In light of these trade-offs, it follows that no model will be perfectly right. The practical question is how wrong they ought to be in order to not be useful.

Researchers Yonatan Berman, Ole Peters, and Alexander Adamou from the London Mathematical Laboratory caution against the practice in their 2020 paper, “Wealth Inequality and the Ergodic Hypothesis: Evidence from the United States”. They present two provocative conclusions: First, wealth inequality in America is accelerating because wealth is being redistributed from poor to rich, and not the other way around. Second, even during the times when wealth was being redistributed from rich to poor, the time it took for the distribution to stabilize ranged from between a couple of decades to a couple of centuries.

In order to be convinced by the findings, there are three key concepts you should know: ergodicity, geometric Brownian motion, and reallocating geometric Brownian motion.

Let us say that we are interested in analyzing wealth in the United States, a quantity that varies both over time and across households. We take averages of this quantity using a stochastic process: the observation of *n** *systems at time ** t**. There are two averages we can take using this process: the ensemble average, and the time average.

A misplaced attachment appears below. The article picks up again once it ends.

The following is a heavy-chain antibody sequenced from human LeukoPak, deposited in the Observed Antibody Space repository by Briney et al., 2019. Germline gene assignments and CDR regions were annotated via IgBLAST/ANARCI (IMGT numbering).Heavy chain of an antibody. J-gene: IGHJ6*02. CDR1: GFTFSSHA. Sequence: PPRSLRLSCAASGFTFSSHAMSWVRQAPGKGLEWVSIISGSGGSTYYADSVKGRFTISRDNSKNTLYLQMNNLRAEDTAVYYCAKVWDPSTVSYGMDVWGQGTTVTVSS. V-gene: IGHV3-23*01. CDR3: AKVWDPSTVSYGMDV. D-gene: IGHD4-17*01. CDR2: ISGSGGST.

The ensemble average — the average value between many systems at a fixed point in time — would be the average wealth of all American households in a given year. The time average — the average value of a single system over a long period of time — would be the average wealth of one household as the years go by. The ensemble average is analogous to the expected value (the population mean).

Ergodicity is when the expected value and its long-time average are equivalent. That is, when the population average and the individual average behave the same way in the long run. If they do, the stochastic process is ergodic. The validity of the ergodic hypothesis is of crucial importance: it allows economists to believe in the existence of unique, long-run equilibria independent of initial conditions. In other words, if the ergodic hypothesis is valid, a stationary distribution exists.